How time flies. We are celebrating yet another Mid-Autumn Festival this Sunday though I suspect some of us still have last year's mooncakes in the fridge!
The Mid-Autumn Festival (also known as Mooncake Festival or Lantern Festival in Singapore and Malaysia) falls on the 15th day of the 8th lunar month of the Chinese calendar (usually around mid- or late-September in the Gregorian calendar), a date that parallels the Autumn Equinox of the solar calendar. This is the ideal time, when the moon is at its fullest and brightest, to celebrate the abundance of the summer's harvest. Read the history of how it all began.
The Mid-Autumn Festival is celebrated in Chinese communities all over the world.
The traditional food of this festival is the mooncake, of which there are many different varieties. Local varieties include green tea, pandan (a kind of aromatic leaves used for cooking) and even durian flavour. Of late, these mooncakes come packed in very inviting containers. Truth be told that some customers are more attracted to the containers than the mooncakes themselves. Some have made a hobby of collecting these pretty containers.
Wikipedia says that the Mid-Autumn Festival is one of the two most important holidays in the Chinese calendar (the other being the Chinese Lunar New Year), and is a legal holiday in several countries. Not quite correct here. To the Chinese, the most important holiday or festival is the Winter solstice day (Dec 22) though it is not declared a legal holiday in Malaysia.
Back to the Mid-Autumn Festival - In ancient times, farmers celebrate the end of the summer harvesting season on this date. Traditionally, on this day, Chinese family members and friends gather to admire the bright mid-autumn harvest moon, and eat moon cakes and pomeloes together. Like all holidays, dinner is an elaborate affair on this day. Accompanying the celebration, there are additional cultural or regional customs, such as listed below though personally, I have not seen all of them being practised this part of the world.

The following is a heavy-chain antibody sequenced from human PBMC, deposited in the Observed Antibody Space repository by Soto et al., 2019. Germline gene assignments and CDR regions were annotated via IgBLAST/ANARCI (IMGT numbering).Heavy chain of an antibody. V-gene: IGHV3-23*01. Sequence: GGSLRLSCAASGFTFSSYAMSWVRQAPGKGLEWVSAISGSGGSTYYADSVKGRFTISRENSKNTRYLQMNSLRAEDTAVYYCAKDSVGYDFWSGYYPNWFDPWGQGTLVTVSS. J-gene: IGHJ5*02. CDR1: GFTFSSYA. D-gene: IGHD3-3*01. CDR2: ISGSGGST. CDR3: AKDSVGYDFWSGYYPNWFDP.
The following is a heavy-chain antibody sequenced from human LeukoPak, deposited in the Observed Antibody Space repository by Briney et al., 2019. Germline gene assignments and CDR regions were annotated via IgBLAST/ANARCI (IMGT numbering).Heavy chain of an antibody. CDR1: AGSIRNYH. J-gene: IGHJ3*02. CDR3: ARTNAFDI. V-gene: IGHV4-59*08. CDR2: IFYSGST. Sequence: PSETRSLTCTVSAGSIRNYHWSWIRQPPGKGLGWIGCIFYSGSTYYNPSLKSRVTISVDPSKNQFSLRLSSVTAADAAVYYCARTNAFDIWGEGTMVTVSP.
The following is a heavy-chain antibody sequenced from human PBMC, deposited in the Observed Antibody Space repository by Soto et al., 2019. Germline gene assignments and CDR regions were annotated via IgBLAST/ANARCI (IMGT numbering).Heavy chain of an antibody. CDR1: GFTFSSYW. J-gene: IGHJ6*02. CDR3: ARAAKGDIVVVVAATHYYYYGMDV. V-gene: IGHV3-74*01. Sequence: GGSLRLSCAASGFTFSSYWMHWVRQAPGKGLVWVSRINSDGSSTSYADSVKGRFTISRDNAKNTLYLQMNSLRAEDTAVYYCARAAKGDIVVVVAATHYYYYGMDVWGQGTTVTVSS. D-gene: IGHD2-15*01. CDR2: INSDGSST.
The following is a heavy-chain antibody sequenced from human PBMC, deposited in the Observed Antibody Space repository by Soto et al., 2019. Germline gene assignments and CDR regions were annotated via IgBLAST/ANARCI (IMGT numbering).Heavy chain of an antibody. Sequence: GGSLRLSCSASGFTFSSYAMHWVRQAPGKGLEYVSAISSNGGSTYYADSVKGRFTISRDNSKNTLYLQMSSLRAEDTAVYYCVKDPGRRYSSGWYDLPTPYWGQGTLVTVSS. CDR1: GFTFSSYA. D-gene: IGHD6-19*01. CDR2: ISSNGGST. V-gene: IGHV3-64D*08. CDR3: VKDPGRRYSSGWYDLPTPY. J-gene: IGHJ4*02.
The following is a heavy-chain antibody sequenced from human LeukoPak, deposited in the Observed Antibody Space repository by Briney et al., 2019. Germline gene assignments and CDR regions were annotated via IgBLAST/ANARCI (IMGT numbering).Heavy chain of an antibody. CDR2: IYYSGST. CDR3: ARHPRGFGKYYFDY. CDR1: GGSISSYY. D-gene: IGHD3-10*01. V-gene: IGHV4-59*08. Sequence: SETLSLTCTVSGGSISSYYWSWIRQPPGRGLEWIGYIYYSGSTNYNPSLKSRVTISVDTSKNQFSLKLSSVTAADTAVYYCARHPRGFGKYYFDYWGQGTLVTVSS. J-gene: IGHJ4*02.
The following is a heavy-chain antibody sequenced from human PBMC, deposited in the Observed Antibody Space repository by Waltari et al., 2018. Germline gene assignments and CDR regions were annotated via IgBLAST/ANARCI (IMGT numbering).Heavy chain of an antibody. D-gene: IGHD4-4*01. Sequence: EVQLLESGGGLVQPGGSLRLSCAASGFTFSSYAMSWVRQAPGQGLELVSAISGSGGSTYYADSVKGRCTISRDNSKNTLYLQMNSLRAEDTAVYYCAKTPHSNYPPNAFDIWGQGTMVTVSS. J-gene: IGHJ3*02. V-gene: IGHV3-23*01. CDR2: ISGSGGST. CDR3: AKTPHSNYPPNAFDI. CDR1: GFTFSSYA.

The Traditional customs include:
1. Eating moon cakes outside under the moon - still practised here
2. Putting pomelo rinds on one's head - haven't seen this amusing sight
3. Carrying brightly lit lanterns - they are also hung in the courtyard
4. Burning incense in reverence to deities including Chang'e (who is supposed to be living on the Moon according to legend) - yes, for Toaists/Buddhists. I remember hinting to my grandmother (she's no longer with us) that man has landed on the Moon.
5. Planting Mid-Autumn trees - have not seen done.
6. Collecting dandelion leaves and distributing them evenly among family members - something new to me.
7. Lighting lanterns on towers - probably similar to #3.
8. Fire Dragon Dances - not seen this part of the world. We only have Dragon dances during the Chinese New Year.
For those celebrating, have a Happy Mid-Autumn Festival.
Mid-Autumn Festival 2007
Mid-Autumn Festival 2006
Mid-Autumn Festival 2005 - What it means in various countries
Mid-Autumn Festival 2005